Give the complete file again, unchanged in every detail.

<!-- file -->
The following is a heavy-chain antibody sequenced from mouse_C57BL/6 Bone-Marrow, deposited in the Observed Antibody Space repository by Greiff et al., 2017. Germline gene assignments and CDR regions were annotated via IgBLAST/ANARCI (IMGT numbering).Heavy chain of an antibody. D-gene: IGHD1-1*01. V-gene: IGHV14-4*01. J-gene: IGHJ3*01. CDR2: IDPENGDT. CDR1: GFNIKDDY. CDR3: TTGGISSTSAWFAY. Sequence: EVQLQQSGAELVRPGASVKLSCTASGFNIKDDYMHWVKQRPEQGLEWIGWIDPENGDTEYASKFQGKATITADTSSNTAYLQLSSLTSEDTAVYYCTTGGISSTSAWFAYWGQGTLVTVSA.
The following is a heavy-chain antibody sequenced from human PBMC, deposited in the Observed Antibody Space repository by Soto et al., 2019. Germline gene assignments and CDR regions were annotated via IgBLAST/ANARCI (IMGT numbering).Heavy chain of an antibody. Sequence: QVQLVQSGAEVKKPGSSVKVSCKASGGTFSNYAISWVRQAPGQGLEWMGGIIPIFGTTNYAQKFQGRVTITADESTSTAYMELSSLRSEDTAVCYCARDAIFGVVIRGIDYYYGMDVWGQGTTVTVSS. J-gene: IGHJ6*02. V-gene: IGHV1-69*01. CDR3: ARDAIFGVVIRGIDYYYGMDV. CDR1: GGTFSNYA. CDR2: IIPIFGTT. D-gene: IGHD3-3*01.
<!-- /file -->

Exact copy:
The following is a heavy-chain antibody sequenced from mouse_C57BL/6 Bone-Marrow, deposited in the Observed Antibody Space repository by Greiff et al., 2017. Germline gene assignments and CDR regions were annotated via IgBLAST/ANARCI (IMGT numbering).Heavy chain of an antibody. D-gene: IGHD1-1*01. V-gene: IGHV14-4*01. J-gene: IGHJ3*01. CDR2: IDPENGDT. CDR1: GFNIKDDY. CDR3: TTGGISSTSAWFAY. Sequence: EVQLQQSGAELVRPGASVKLSCTASGFNIKDDYMHWVKQRPEQGLEWIGWIDPENGDTEYASKFQGKATITADTSSNTAYLQLSSLTSEDTAVYYCTTGGISSTSAWFAYWGQGTLVTVSA.
The following is a heavy-chain antibody sequenced from human PBMC, deposited in the Observed Antibody Space repository by Soto et al., 2019. Germline gene assignments and CDR regions were annotated via IgBLAST/ANARCI (IMGT numbering).Heavy chain of an antibody. Sequence: QVQLVQSGAEVKKPGSSVKVSCKASGGTFSNYAISWVRQAPGQGLEWMGGIIPIFGTTNYAQKFQGRVTITADESTSTAYMELSSLRSEDTAVCYCARDAIFGVVIRGIDYYYGMDVWGQGTTVTVSS. J-gene: IGHJ6*02. V-gene: IGHV1-69*01. CDR3: ARDAIFGVVIRGIDYYYGMDV. CDR1: GGTFSNYA. CDR2: IIPIFGTT. D-gene: IGHD3-3*01.